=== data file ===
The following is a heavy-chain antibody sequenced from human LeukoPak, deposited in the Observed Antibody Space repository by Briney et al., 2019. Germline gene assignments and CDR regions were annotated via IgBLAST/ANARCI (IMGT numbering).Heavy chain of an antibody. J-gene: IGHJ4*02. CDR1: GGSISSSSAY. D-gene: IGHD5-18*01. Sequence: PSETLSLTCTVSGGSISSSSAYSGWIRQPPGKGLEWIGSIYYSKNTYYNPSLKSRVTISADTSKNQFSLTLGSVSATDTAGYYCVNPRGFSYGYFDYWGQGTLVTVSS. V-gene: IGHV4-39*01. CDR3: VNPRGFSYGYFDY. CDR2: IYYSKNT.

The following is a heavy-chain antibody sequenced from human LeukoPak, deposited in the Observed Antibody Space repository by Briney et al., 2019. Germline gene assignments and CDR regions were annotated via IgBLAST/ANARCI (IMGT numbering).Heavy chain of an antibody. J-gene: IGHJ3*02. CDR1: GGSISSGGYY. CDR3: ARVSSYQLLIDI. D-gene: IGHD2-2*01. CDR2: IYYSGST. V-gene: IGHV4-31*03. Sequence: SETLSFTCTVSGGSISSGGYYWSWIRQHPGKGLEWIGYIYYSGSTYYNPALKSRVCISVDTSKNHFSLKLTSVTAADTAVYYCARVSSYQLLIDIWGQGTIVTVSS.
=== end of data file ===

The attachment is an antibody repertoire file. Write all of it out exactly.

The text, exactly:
The following is a heavy-chain antibody sequenced from human LeukoPak, deposited in the Observed Antibody Space repository by Briney et al., 2019. Germline gene assignments and CDR regions were annotated via IgBLAST/ANARCI (IMGT numbering).Heavy chain of an antibody. J-gene: IGHJ4*02. CDR1: GGSISSSSAY. D-gene: IGHD5-18*01. Sequence: PSETLSLTCTVSGGSISSSSAYSGWIRQPPGKGLEWIGSIYYSKNTYYNPSLKSRVTISADTSKNQFSLTLGSVSATDTAGYYCVNPRGFSYGYFDYWGQGTLVTVSS. V-gene: IGHV4-39*01. CDR3: VNPRGFSYGYFDY. CDR2: IYYSKNT.

The following is a heavy-chain antibody sequenced from human LeukoPak, deposited in the Observed Antibody Space repository by Briney et al., 2019. Germline gene assignments and CDR regions were annotated via IgBLAST/ANARCI (IMGT numbering).Heavy chain of an antibody. J-gene: IGHJ3*02. CDR1: GGSISSGGYY. CDR3: ARVSSYQLLIDI. D-gene: IGHD2-2*01. CDR2: IYYSGST. V-gene: IGHV4-31*03. Sequence: SETLSFTCTVSGGSISSGGYYWSWIRQHPGKGLEWIGYIYYSGSTYYNPALKSRVCISVDTSKNHFSLKLTSVTAADTAVYYCARVSSYQLLIDIWGQGTIVTVSS.